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Options to improve cooling and reduce consumption for portable coolers Answered

I recently had to start learning how to service airconditioners on the fast and that learning got me thinking about my portable coolers....
Some of us like to go camping or on longer fishing trips, so there might be one of those 3-way fridges in use or a better cmpressor model.
The one thing they all have in common is that they can only cool down to a difference in ambient temperatures.
No matter which way we turn it the cooling produces heat and that needs to get away somehow.
The other big thing is the cooling cycling - or the lack of it on a warm day.
After some reading and thinking I came up with some ideas that might be applicable to your existing cooler if you are willing to mess around a bit.

Let's start with the produced heat, shall we?
Down here in Australia most people either have the fridge in their4WD or camper.
In a car or small camper trailer there is often the problem of airflow, so the cooler might be doing overtime for no other reason than a lack of airflow.
If you check online sites like Amozon and Ebay you quickly find fan systems meant to be installed inside the cooler to get lower temperatures and a quicker cooling of fresh goods.
The thing is that the box is quite well insulated and the benefit of the airflow goes only as far as it can reach.
And even if the box is quite empty and you would have a benefit of the cold air moving around it won't change the fact that "improved" cooling always comes with more heat in this case.
But if we use one of these fan systems to actually improve the airflow on the hot side we not only get better cooling but also a reduce power consumption - something worth considering if you have no backup power generator....
This of course brings us to placement.
As I have done the mistake myself you might be tempted to put a 3way cooler onto your seat.
Opening it with the back free means the lid always gets stuck on the seat, do it the other way around and you block the airflow.
If you do put it on the seat then make sure two things match:
1. The thing is secured properly.
2. The airflow from your aircon is able to reach the hot side of the cooler.
Even permanent installations in a camper benefit from a good airflow.
Often the fridge or freezer is built into some sort of bench and the airflow behind might be very limited.
A simple solution here is to add a vent on top of the bench to allow the hot air to escape.
A better one is to use a fan that is powered together with the heating element or compressor and drives the hot air to the outside.

How to improve the cold side of the box or fridge?
Well, to be honest there is not much that can be done unless you are prepared for some serious work.
Depending on compartment size, contents and how full it is a little fan can help to keep the temperatures even but it won't help to get it cooler or reduce the cycling periods for the cooling.
The only really working way that I found is to use a "battery" for the storage of the cold.
The cooling works by checking the inside temp of the box and if above the set temp the cooling won't stop.
This is all well and good while we have a constant supply of power but once we are on batteries it would be great to keep the active time to a minimum.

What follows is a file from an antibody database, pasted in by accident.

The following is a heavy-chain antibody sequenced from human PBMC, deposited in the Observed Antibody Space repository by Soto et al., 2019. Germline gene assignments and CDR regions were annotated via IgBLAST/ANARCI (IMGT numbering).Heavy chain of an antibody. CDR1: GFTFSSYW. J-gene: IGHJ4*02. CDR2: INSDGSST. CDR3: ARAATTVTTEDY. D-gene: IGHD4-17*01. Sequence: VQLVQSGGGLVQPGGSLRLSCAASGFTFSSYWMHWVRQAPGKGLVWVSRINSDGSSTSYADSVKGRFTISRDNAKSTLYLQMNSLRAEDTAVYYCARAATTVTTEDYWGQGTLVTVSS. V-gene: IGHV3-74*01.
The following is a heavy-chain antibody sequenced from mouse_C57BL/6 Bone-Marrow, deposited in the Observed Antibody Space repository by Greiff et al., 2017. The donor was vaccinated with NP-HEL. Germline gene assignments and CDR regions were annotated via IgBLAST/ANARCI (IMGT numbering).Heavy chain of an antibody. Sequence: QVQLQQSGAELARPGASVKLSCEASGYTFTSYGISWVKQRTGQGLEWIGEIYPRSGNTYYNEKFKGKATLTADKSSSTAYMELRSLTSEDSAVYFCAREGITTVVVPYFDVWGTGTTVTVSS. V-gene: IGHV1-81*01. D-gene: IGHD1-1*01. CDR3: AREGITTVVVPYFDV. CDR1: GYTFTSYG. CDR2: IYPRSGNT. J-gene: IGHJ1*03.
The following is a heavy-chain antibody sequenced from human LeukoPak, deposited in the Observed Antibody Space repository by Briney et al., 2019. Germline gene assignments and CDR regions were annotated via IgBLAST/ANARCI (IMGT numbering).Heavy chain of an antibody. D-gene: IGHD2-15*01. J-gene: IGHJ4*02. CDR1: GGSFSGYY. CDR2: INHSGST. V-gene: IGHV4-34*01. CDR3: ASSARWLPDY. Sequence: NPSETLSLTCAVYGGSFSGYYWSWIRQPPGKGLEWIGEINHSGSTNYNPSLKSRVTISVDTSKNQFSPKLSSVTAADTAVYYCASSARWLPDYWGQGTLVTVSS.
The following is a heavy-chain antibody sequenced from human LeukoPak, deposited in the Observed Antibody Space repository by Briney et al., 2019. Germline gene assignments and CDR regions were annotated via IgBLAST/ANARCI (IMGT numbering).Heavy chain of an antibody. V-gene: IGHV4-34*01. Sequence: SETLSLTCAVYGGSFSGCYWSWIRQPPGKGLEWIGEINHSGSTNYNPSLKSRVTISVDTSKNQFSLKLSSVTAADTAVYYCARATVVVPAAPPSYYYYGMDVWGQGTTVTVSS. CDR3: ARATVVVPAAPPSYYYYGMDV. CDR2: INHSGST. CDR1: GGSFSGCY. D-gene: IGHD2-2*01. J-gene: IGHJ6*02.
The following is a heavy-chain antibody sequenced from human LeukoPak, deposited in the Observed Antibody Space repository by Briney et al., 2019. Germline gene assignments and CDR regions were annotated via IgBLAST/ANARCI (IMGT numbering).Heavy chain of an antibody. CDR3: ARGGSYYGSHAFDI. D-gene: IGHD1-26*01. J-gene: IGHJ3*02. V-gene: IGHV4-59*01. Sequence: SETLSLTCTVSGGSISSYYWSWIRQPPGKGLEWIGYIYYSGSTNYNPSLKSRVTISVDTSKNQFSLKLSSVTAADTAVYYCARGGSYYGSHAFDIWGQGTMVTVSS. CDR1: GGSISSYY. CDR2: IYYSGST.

A working solution is to build a container that fits around the cooling element.
Smaller types often use an aluminium heatsink, bigger types might come with a compressor and an evaporator.
In either case proper sealing is important!
Most good models are fully waterproof, meaning even if you would fill them with water they would not leak in other areas than the door.
But double check and if in doubt use a bit of silicone to make sure.
Ok, but how do we "store" the cold coming from the device?
Cold packs ;)
These things contain a ready to use mix that holds cold temperatures quite well.
Another really good alternative is alcohol or radiator coolant, although the last has limited capabilites in terms of holding capaity for the cold as it is desinged to exchange heat fast rather than to keep it.
With a suitable sized and sealed box around the active cooling element we will need longer to actually see any cooling happen (with a warm "battery") but that can be compensated for by good planning or a frozen water bottle.
If the cooling element is covered with a box of cooling gel then it has to cool this first before anything happens inside the box.
But once it does the pack is already far below the normal temp it would have during normal operation.
Remember the inside of the cold pack cools down first before the outside will get cold ;)
So once the set temperature is reached the device will shut off.
But since the cold pack is far below the set temp it will continue to cool our box until the core is warmer than the set temp.
Quick thinkers will now say the benefit is lost as the time required to cool the "battery" down again is much longer than the normal cycle time - and they would be correct.
But as we get much colder temps inside the gel box the overall running will still be less compared to normal operation.
And since from the second cycle on the gel is only warming up to operating temp of the box it will be much faster than with a warm box.
Another benefit might be the ease of cleaning and ice removal.
Some peltier driven coolers have big cooling fins or a quite bad design for the heatsink allowing mould to grow where you can't remove it easy.